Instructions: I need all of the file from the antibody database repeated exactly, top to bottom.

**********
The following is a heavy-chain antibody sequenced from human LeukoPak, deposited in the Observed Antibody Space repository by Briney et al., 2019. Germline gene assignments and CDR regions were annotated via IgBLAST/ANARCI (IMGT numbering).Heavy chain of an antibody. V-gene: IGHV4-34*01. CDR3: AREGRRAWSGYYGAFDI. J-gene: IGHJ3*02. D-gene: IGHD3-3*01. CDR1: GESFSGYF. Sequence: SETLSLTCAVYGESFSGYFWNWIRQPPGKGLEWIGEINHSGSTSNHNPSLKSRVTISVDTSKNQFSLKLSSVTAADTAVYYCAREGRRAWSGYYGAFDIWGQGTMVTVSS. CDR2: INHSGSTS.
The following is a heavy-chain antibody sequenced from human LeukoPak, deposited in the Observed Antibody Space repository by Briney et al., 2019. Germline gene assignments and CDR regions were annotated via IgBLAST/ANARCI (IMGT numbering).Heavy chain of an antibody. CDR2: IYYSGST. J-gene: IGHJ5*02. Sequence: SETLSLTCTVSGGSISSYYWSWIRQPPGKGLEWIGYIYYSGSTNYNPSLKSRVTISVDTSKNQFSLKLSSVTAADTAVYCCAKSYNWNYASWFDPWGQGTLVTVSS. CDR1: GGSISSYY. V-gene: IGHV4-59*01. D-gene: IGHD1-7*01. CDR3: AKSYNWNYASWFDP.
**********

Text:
The following is a heavy-chain antibody sequenced from human LeukoPak, deposited in the Observed Antibody Space repository by Briney et al., 2019. Germline gene assignments and CDR regions were annotated via IgBLAST/ANARCI (IMGT numbering).Heavy chain of an antibody. V-gene: IGHV4-34*01. CDR3: AREGRRAWSGYYGAFDI. J-gene: IGHJ3*02. D-gene: IGHD3-3*01. CDR1: GESFSGYF. Sequence: SETLSLTCAVYGESFSGYFWNWIRQPPGKGLEWIGEINHSGSTSNHNPSLKSRVTISVDTSKNQFSLKLSSVTAADTAVYYCAREGRRAWSGYYGAFDIWGQGTMVTVSS. CDR2: INHSGSTS.
The following is a heavy-chain antibody sequenced from human LeukoPak, deposited in the Observed Antibody Space repository by Briney et al., 2019. Germline gene assignments and CDR regions were annotated via IgBLAST/ANARCI (IMGT numbering).Heavy chain of an antibody. CDR2: IYYSGST. J-gene: IGHJ5*02. Sequence: SETLSLTCTVSGGSISSYYWSWIRQPPGKGLEWIGYIYYSGSTNYNPSLKSRVTISVDTSKNQFSLKLSSVTAADTAVYCCAKSYNWNYASWFDPWGQGTLVTVSS. CDR1: GGSISSYY. V-gene: IGHV4-59*01. D-gene: IGHD1-7*01. CDR3: AKSYNWNYASWFDP.